As an example of this multiplier effect: consider a California retail store receiving $1,000 in stimulus money to deploy a solar plus storage project. That investment produces $2,000 in immediate economic activity, through hiring installers and delivering savings that protect retail jobs. Over a decade, that initial investment can potentially deliver $4,000 in energy bill savings and $1,500 in resilience value — as well as $2,500 in economic value for the broader electricity system.
The time for change
With SGIP, California had the right idea about incenting solar plus storage to drive economic development, encourage clean energy alternatives and provide solutions for resilient, reliable power. But with $600+ million in unused funds and hundreds of shovel-ready projects on standby, the current situation is far from optimal.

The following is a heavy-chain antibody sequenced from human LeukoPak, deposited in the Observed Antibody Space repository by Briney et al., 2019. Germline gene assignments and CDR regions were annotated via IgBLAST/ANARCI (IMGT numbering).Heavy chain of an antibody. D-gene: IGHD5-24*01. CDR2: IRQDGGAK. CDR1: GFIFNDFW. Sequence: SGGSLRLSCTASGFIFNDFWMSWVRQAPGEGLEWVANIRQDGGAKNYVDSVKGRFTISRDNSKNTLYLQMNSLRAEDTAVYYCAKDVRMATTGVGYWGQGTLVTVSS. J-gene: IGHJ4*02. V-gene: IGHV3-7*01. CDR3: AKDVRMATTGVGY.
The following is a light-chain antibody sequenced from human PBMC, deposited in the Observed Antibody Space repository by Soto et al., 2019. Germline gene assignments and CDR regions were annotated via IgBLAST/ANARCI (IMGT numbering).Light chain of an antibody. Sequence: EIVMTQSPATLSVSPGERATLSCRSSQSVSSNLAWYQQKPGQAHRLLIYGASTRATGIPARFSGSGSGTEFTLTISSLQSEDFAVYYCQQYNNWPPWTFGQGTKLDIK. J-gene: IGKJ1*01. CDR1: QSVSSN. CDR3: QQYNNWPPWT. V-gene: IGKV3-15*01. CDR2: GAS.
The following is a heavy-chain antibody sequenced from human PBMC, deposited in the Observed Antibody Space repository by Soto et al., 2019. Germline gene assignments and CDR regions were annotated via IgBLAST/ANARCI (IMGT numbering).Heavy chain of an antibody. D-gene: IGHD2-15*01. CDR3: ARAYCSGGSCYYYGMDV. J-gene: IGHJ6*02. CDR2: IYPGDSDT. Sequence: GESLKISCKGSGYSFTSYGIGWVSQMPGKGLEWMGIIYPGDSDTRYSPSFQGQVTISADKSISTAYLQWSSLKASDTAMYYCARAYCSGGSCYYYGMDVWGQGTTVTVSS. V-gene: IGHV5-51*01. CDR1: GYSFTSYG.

Solving this can be simple. The California Energy Storage Alliance (CESA) recently petitioned the CPUC to transfer $310 million to waitlisted Equity projects. By doing so, CESA noted, the CPUC could provide much-needed economic support during the pandemic-driven downturn.
The impact of this change – which would not require touching the state’s budget or passing new laws – would be great and immediate. In a single stroke, the CPUC could create new jobs, benefit underserved communities, and via the multiplier effect, realize a greater return on its investments in clean energy, resilience and reliability.
Ted Ko is Vice President of Policy and Regulatory Affairs at Stem, Inc.